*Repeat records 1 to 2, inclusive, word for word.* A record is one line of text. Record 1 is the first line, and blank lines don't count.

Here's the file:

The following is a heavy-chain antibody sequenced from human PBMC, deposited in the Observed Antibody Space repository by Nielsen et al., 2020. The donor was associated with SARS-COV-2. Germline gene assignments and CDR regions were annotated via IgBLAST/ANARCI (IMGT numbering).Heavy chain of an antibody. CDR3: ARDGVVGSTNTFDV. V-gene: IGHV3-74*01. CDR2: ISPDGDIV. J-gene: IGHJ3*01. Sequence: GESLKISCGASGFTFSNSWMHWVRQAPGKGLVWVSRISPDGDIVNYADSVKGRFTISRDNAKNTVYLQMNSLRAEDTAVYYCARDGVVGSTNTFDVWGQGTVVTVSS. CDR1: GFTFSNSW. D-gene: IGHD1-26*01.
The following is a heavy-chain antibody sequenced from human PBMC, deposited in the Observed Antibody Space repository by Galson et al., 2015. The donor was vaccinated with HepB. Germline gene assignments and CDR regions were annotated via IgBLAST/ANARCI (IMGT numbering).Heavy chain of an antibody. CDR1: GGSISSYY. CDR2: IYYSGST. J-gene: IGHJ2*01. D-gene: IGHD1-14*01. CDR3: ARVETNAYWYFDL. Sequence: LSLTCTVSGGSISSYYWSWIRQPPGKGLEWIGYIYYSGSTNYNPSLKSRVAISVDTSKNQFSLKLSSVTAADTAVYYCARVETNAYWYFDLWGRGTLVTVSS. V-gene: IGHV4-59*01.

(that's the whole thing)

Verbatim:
The following is a heavy-chain antibody sequenced from human PBMC, deposited in the Observed Antibody Space repository by Nielsen et al., 2020. The donor was associated with SARS-COV-2. Germline gene assignments and CDR regions were annotated via IgBLAST/ANARCI (IMGT numbering).Heavy chain of an antibody. CDR3: ARDGVVGSTNTFDV. V-gene: IGHV3-74*01. CDR2: ISPDGDIV. J-gene: IGHJ3*01. Sequence: GESLKISCGASGFTFSNSWMHWVRQAPGKGLVWVSRISPDGDIVNYADSVKGRFTISRDNAKNTVYLQMNSLRAEDTAVYYCARDGVVGSTNTFDVWGQGTVVTVSS. CDR1: GFTFSNSW. D-gene: IGHD1-26*01.
The following is a heavy-chain antibody sequenced from human PBMC, deposited in the Observed Antibody Space repository by Galson et al., 2015. The donor was vaccinated with HepB. Germline gene assignments and CDR regions were annotated via IgBLAST/ANARCI (IMGT numbering).Heavy chain of an antibody. CDR1: GGSISSYY. CDR2: IYYSGST. J-gene: IGHJ2*01. D-gene: IGHD1-14*01. CDR3: ARVETNAYWYFDL. Sequence: LSLTCTVSGGSISSYYWSWIRQPPGKGLEWIGYIYYSGSTNYNPSLKSRVAISVDTSKNQFSLKLSSVTAADTAVYYCARVETNAYWYFDLWGRGTLVTVSS. V-gene: IGHV4-59*01.